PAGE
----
This weekend, the jockeying for position within the division begins in earnest when Derek Brunson takes on Lyoto Machida at UFC Sao Paulo. To be clear, neither Brunson or Machida has a realistic path to a title shot based off a Saturday win, but as the division begins to heat up again, the loser will fall far out of the conversation. In that way, victory may be more of a relief than a celebration.
Brunson is at least entering the bout with some momentum. After a two-fight losing streak—including a controversial decision to former champion Anderson Silva—Brunson rebounded by starching Dan Kelly in a 76-second knockout in June.
Machida, once one of the dominant fighters in mixed martial arts, comes in following the most turbulent stretch of his career. A loser of three of his last four—including two straight by finish—Machida (22-7) compounded his in-cage struggles with the first out-of-the-cage trouble in his career. In April 2016, Machida voluntarily admitted using the steroid 7-keto-DHEA, and although he claimed he did not know it was banned by the U.S. Anti-Doping Agency, the administrative body still smacked him with an 18-month suspension.
Much his changed in his weight class since his last appearance. At that time in mid-November 2015, Chris Weidman was still the champion. The belt has since gone from Weidman to Luke Rockhold, and then to Michael Bisping, with Robert Whittaker as an interim champion.
Just as significantly, much time has passed, and Machida is now approaching 40 years old. That milestone may not be intrinsically important but then again ... two years ago, Fightnomics’ Reed Kuhn examined the performances of fighters over 40 years old in the UFC. To be blunt, it is not good. Collectively, the group had a winning percentage of just 36.5 percent, with Randy Couture (9-6 post-40) as the only fighter who sustained extended success after entering his fourth decade. Similarly, Couture is the only 40+ fighter to ever win a UFC title. It is possible some time away reinvigorated Machida’s body, but statistics don’t bode well for him.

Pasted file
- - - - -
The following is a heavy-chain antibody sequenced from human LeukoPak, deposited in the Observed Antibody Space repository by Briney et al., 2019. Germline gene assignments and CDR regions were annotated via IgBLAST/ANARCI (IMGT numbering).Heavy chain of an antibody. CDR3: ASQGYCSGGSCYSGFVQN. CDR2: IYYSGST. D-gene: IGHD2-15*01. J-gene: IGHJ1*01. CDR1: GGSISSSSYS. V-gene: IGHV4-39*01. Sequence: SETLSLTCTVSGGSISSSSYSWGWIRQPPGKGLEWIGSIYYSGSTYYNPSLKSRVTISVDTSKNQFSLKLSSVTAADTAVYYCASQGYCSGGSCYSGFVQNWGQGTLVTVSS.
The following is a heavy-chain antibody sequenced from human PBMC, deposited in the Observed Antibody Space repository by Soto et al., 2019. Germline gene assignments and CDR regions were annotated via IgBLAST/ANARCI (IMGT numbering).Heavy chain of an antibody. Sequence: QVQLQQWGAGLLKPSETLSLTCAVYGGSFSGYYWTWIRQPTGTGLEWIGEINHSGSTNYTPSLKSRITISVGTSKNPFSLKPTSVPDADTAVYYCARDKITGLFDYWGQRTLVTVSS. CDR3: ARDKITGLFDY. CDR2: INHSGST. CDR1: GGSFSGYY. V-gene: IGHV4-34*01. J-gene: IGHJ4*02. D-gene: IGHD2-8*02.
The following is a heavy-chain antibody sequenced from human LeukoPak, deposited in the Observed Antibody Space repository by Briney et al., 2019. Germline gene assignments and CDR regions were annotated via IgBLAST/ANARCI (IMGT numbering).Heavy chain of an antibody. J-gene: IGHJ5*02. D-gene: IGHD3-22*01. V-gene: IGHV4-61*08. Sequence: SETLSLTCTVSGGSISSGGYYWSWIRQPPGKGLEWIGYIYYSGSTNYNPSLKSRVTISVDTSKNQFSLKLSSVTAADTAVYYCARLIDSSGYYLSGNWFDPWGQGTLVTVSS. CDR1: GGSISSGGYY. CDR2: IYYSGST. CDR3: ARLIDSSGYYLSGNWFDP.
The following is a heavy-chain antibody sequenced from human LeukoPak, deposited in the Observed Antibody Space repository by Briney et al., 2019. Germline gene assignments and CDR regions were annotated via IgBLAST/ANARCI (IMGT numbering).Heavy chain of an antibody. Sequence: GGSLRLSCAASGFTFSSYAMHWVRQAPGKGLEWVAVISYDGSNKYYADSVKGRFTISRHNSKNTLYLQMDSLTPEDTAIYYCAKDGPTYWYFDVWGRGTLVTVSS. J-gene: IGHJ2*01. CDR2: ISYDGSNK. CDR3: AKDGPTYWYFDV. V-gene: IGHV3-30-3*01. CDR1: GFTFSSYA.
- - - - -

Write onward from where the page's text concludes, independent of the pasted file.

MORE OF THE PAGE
So Machida has plenty of factors going against him here even before we get to Brunson. The 33-year-old North Carolinian is best known for his blazing starts. All six of his eight UFC stoppage wins have come inside the first round. That should make for an interesting opening, as Brunson (17-5) prizes this early aggression in an attempt to overwhelm his opponent’s circuits and strike before they can regain any semblance of composure. That’s a dangerous game against Machida, whose entire offense is predicated on precision counter-striking.
Because of that, Brunson’s approach is the key to what is likely to be the pivotal first round. If Brunson comes out like a wild man as he did against Whittaker, forgoing defense for an all-out blitz, he will probably get caught again. If he fights with some patience as he did against Uriah Hall, he is much more likely to leave with his preferred result.
Brunson’s athletic ability is among his best attributes. He is quick and powerful, and he is strong in scrambles. So it would make sense why he would want to fight fast, to force action. It’s led him to most of his wins, but has also gotten him in danger. If Brunson can find a middle ground as he did with Silva, he should do fine.